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  • Urban Magic in Early Modern Spain: Abracadabra Omnipotens by María Tausiet
  • George A. Klaeren

George A. Klaeren, María Tausiet, early modern magic, Spanish magic, urban magic, Saragossa, witchcraft, possession

María Tausiet. Urban Magic in Early Modern Spain: Abracadabra Omnipotens. Translated by Susannah Howe. Houndmills, Basingstoke: Palgrave Macmillan, 2014. Pp. xiv + 254.

María Tausiet has firmly established herself as a leading voice in the history of magic and witchcraft, particularly in studies of early modern Spain. Her earlier monograph, Ponzoña en los ojos, focused on the history of witchcraft and superstition in the kingdom of Aragón during the sixteenth century. In [End Page 253] this translation of Tausiet’s 2007 monograph, Tausiet returns to Aragón, where she examines the practice of magic in the urban environment of the city of Saragossa. Unlike previous studies that have usually highlighted rural investigations into magic and witchcraft, implicitly relegating magic to the uncivilized parts of the map, Tausiet’s study emphasizes the way in which magic and religion operated in tandem within the city limits. In doing so, she destabilizes the bifurcated concept of religion and magic, complicating what she calls the “myth of witchcraft” that was propagated during Tridentine Spain and reaffirming the blurriness of the line between faith and superstition.

In Chapter 1, “The Judicial Backdrop,” the author explores the legal setting of Saragossa and explains the sources from which she derives her research. Tausiet describes the three responsorial systems to the practice of witchcraft—episcopal, secular, and Inquisition investigations. Although Saragossa was the seat of an archdiocese, little secular or episcopal evidence remains of the persecution of magic and superstition within the city. The majority of Tausiet’s work, therefore, is drawn from inquisition records. The subsequent two chapters examine these records in order to highlight two of the most common forms of magic in Saragossa. In Chapter 2, “Magic Circles and Enchanted Treasures,” Tausiet examines the primarily male magic of treasure seeking and money-making, while the primarily female form of amatory magic is the subject of Chapter 3, “Magic for Love or Subjugation.” Special attention is given in both to highlight the corporal elements of ritual. Tausiet details the canes, candles, and various household objects that functioned as tangible metaphors for urban practitioners of magic. In the fourth chapter, “Saludadores and Witch-Finders,” Tausiet examines the work of saludadores—male healers who had the ability to heal and counter the harm spread by witches. These saludadores serve as perfect examples for two of Tausiet’s central arguments. First, as individuals who traveled from the urban center to the rural periphery and back, these healers complicate the preexisting historiographical divide between folk and “civilized” society. Second, because saludadores were believed to have been given their powers from God, their existence in early modern Saragossa thwarts any attempt to neatly partition religion and magic. Instead, religion and magic were, according to Tausiet, “two sides of the same coin.”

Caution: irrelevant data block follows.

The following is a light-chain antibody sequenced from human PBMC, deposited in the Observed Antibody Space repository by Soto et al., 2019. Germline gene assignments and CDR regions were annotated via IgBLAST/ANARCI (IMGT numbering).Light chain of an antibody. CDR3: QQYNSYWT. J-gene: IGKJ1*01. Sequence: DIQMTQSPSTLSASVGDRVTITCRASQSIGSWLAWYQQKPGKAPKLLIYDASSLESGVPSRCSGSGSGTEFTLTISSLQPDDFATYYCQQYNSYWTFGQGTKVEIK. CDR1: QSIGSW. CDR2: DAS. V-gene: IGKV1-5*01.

The unique character of the urban setting is highlighted in the remainder of the work. In the fifth chapter, “The City as Refuge,” Tausiet explores how individuals, usually women, accused of witchcraft often fled their communities to seek asylum within the city. Although the textual record mostly records those who were yet further investigated within Saragossa, Tausiet [End Page 254] argues that the majority of refuge-seekers found new lives in the relative inconspicuousness of the city and were safe from a generally skeptical episcopal and secular judicial system. In the final chapter, “Rural versus Urban Magic,” Tausiet offers an insightful analysis detailing differences between rural and urban beliefs and practices surrounding magic. For urban magic, this included an association between magic and certain vocations, a cosmopolitan blend of learned and folk magic, for both mercantile and relational purposes, and the existence of magical “spaces” unique to the city of Saragossa—for example, at the ruins of a local castle. Most importantly, Tausiet emphasizes how her examination of urban magic counters the contemporary understanding of the “archetypal witch”—an archetype that was promoted during this period, particularly in rural settings. Rather than diabolic agents capable of supernatural harm to society, the Saragossan “witch...


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pp. 253-255
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